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The role of physiotherapy after surgery

The role of physiotherapy after surgery

The first steps after surgery can be very hard due to post op pain, which can cause some difficulties. Also depending on the type of anaesthesia used and the way that gravitational forces work when lying on the back, when wanting to sit up or get out of bed, we can feel dizziness, nausea, difficulty in breathing, and general pain in the muscles or pain at the incisions. 

Physiotherapy is, therefore, recommended/used to help patients that have such symptoms. The post operative physiotherapy program aims to help patients in a few ways such as: pain management, faster and safe mobilisation and return to daily activities in a short time. 

The exercises are individualized and structured on several degrees of difficulty and have the role of reducing the risk of postoperative complications, increase patients self-confidence and help them to be independent following surgery.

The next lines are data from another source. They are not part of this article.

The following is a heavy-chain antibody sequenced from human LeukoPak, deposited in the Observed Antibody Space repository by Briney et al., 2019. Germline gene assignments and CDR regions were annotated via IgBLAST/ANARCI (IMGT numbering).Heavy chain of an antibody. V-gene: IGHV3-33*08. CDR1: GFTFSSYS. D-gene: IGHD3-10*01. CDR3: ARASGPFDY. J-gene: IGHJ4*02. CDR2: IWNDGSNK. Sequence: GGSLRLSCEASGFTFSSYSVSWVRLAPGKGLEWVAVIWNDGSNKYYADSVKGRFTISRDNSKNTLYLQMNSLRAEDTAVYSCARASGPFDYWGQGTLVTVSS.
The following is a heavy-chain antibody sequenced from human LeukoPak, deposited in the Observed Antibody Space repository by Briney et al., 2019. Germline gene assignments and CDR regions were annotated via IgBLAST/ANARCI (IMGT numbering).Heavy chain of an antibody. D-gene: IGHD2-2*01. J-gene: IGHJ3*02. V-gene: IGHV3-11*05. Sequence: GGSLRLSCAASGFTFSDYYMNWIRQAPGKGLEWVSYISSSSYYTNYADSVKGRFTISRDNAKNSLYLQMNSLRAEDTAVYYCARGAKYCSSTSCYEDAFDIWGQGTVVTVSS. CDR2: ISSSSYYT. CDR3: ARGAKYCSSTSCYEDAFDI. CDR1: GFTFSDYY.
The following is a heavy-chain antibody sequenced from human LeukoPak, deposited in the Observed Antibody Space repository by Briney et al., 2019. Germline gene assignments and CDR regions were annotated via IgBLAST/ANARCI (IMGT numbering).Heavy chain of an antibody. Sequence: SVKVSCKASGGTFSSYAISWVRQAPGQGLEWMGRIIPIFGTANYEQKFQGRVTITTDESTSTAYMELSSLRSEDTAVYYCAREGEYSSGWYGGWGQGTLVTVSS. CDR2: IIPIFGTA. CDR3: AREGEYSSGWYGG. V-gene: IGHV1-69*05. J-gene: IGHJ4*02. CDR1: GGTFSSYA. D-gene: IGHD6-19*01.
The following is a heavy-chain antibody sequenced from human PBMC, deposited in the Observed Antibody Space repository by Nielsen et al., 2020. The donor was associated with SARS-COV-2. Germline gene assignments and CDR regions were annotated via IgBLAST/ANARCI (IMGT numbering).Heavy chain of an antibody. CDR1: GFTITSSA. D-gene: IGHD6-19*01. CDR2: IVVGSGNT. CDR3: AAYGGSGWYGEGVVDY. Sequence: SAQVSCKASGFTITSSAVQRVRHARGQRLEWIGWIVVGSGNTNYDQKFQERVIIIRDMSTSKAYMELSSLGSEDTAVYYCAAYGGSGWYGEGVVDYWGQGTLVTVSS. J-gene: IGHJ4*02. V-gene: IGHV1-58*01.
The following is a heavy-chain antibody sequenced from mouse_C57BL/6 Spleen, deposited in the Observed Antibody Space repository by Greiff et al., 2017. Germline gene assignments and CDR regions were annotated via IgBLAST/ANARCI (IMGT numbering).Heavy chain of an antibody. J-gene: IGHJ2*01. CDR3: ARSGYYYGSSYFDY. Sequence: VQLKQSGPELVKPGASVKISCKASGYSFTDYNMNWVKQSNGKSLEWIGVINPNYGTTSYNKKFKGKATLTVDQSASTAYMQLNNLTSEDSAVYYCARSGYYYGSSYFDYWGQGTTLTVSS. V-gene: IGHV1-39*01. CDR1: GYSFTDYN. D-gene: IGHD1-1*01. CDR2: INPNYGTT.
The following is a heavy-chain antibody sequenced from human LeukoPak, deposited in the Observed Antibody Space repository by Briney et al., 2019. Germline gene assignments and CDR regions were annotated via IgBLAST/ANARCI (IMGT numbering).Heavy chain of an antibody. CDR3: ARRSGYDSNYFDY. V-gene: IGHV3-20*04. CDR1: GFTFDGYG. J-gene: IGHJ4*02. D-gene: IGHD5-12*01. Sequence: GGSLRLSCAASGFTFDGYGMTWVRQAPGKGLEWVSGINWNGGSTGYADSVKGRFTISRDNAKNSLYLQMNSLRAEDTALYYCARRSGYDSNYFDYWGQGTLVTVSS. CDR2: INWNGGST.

Postural breathing is one of the techniques we use to minimize the immediate post op pain and consists of a series of corrective positions used to help the nervous system to find new breathing ways, than the ones used before. Everything occurs in a slow, comfortable and controlled in and out breathing. 

Those positions contain isometric exercises which help with posture improvement and are used together with controlled breathing techniques (in-out). The postural breathing exercises used together with dynamic exercises give patients the confidence and ability, both physically and mentally, to return to their daily activities in a short time. 

Patient testimonial

Hi Alin, I just wanted to tell you how much I appreciate what you do and the positive experience I had working with you. You gave me something I can take control of to help with my recovery and you gave me hope that I won’t be starting again from nothing when I am able to be active again. I did my first round of exercises at 8am today and it makes me feel more like myself. Thank you so much.

I think that’s really important for patients to know and for other surgeons to take seriously. Most people I’ve spoken with have not been offered that type of movement rehabilitation in other places.